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Feb
19

The UniqueTek Micrometer Powder Bar upgrade

I love my Dillon press. Absolutely the best press I’ve used (and I’ve used several non-Dillon presses, too – not owned, but operated…). As good as they are, they can always be made better (in my opinion… probably not in Mike Dillon’s, if I had to guess!).

One of my biggest pet peeves with the Dillon powder measure is the stock adjustment screw. It’s just a bolt that’s run straight into the piece that adjusts the size of the powder cavity. There’s no way to gauge how much you’re adjusting it (other than ’1/8 turn-ish’), and the threads on the bolt are quite coarse, so your adjustments are anything but precise. This can lead to frustration when you’re trying to dial a load up or down a tenth of a grain or two.

The solution?

The UniqueTek Micrometer Powder Bar upgrade kit! I’ve been using one for a couple of years, now, and I have to say I consider this to be mandatory equipment. No more guessing how big an adjustment I’m making, no more fiddling and fiddling until I finally get the right value dialed in. This thing is the bomb!

The micrometer solves both problems with the OEM solution. It has very fine threads, so you can easily and confidently make very small adjustments (in fact, I can reliably adjust down to .025 grains – probably finer), and the micrometer markings allows you to see precisely how much you’re moving the screw.

I ordered the kit and installed it myself. The process was fairly simple, but does require a little bit of patience. Basically, you remove the old screw (and throw it far, far, away!), clean everything up, then check the alignment of the micrometer in your measure, and insure that you have it oriented so that you can see it while it’s on the press. Then, you use the included Loctite (some really strong green stuff – not the usual red or blue) to secure it in place. Now comes the patience – you have to wait a day for the Loctite to set up, so don’t go installing this thing a couple of hours before you have to load ammo for a big match! If you’re not so inclined, UniqueTek will install one on your powder bar for you.

The micrometer also makes another feature possible. You can actually calibrate the micrometer to a given lot of powder, and use that to reliably predict how a change in your powder bar setting will equate to a change in charge weight. UniqueTek actually has a spreadsheet they’ll send to you that will help in predicting the right setting for a given charge weight. CAUTION! You should always weigh the charge to double check that you’re dropping what your predicted setting is actually throwing! That should probably be obvious to everyone, but it doesn’t hurt to repeat it.

In practice, I find UniqueTek’s suggested method and spreadsheet a little too cumbersome for my taste. It involves weighing a lot of charges, and that takes a lot of time. In the end, after I set my initial charge with a new powder, what I find much more useful is to know roughly how big a movement on the micrometer will result in a tenth of a grain change in powder charge. All of the powders I’ve tried so far have been very linear. So, I weigh charges at a couple of settings (usually 1.00, 2.00 and 3.00, on my setup), and find the difference between them, and then divide by 100. That gives me “tenths of a grain per hundredth of inch” – for example, with my current lot of N105, I get 4.9 grains at 1.00, 7.6 at 2.00, and 10.4 at 3.00. That’s 5.5 grains over 200 “hundredths”, or .0275 grains per hundredth. That gives me roughly one tenth of a grain per 4 hundredths movement on the micrometer. It’s surprisingly accurate and predictable. What’s more, I can write down a setting, and return to it later, and the charge will weigh the same. This allows me to quickly find new charge settings, as well as return to older ones without having to fidgit for a long time with the OEM adjustment screw.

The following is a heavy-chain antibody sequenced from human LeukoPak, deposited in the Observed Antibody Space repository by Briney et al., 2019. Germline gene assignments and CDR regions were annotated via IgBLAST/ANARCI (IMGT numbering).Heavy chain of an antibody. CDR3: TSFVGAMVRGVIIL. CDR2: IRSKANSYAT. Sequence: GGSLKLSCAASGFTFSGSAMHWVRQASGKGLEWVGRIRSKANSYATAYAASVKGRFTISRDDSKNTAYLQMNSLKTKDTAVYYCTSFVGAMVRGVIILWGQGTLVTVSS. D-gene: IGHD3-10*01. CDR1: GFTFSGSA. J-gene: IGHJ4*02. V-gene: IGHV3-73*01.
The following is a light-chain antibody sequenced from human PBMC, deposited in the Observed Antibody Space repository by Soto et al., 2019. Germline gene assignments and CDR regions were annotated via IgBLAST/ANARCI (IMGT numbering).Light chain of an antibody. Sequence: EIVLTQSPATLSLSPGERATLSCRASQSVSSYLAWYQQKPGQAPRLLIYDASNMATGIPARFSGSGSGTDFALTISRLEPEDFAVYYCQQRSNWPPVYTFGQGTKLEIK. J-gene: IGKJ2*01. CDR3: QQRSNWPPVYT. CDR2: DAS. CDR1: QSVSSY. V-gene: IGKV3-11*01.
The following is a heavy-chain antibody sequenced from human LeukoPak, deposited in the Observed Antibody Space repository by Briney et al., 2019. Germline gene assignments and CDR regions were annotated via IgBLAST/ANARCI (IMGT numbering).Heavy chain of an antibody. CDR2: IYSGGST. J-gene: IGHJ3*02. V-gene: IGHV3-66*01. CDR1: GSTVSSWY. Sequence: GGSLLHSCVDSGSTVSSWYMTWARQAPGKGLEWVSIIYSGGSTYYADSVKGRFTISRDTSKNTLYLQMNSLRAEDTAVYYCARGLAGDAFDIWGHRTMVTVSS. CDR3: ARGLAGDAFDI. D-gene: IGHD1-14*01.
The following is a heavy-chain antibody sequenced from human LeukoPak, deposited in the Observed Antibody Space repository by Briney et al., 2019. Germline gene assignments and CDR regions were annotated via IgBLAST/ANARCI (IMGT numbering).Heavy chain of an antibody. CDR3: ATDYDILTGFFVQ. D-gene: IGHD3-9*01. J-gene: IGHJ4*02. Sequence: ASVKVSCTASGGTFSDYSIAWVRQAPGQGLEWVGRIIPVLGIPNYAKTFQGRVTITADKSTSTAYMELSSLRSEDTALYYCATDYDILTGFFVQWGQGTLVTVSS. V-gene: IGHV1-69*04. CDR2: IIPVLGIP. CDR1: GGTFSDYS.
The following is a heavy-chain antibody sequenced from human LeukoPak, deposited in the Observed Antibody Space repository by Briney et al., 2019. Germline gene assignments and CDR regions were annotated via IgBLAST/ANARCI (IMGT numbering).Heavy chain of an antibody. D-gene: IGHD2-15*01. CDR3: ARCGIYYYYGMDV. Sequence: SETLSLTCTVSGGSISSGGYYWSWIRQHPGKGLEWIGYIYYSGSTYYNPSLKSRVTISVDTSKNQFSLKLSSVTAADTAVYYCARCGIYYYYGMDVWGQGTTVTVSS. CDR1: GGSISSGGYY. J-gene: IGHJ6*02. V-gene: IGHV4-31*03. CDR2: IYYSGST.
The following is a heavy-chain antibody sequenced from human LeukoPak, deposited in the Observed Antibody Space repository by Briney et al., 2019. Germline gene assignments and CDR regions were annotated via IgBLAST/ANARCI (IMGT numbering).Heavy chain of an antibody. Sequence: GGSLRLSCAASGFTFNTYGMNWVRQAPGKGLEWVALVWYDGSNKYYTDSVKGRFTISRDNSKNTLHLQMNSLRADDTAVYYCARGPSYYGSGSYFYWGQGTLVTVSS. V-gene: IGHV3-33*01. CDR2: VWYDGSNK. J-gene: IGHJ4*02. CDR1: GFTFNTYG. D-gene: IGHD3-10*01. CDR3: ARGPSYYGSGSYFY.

I do follow one process to avoid the effects of backlash – I always approach my setting from a lower number. So, if I’m at, say, 3.00, and I need to move to 2.75, I dial the micrometer down past 2.75 (say, to 2.65), and then back up to 2.75. I then throw a couple of charges and return them to the hopper to make sure that everything is set before I weigh the charge. I don’t see any notes about backlash on UniqueTek’s website, and I don’t know if they would feel this process is required, but I follow it just to be consistent.

One final note of caution – you can’t share settings with someone else. Every powder measure and powder bar are different, and every micrometer is installed differently, so the settings on my bar are not going to yield the same volume as yours. We might have the same change rate in our adjustments, but our starting points will be different, so our absolute numbers are going to be off from one another. So, be careful with what data you use from someone else.

I like the Micrometer so much, when I sold my 550, I moved the powder bar from my new 650′s powder measure, and kept my old powder bar. It might also be interesting to note that my settings don’t appear to have changed vs. the old powder measure. I’ll put one of these on every powder measure bar I have in the future, for sure!

About the author

DaveRe

USPSA Grand Master, NRA Instructor, http://re-gun.com/about/

Permanent link to this article: http://re-gun.com/2011/02/the-uniquetek-micrometer-powder-bar-upgrade/

1 ping

  1. Make your scale more accurate | Re-Gun says:

    [...] quick note about the video. You might notice that I’m using a UniqueTek Powder Bar Micrometer, but my first adjustment didn’t nail the charge weight down? My notes were taken off of a [...]

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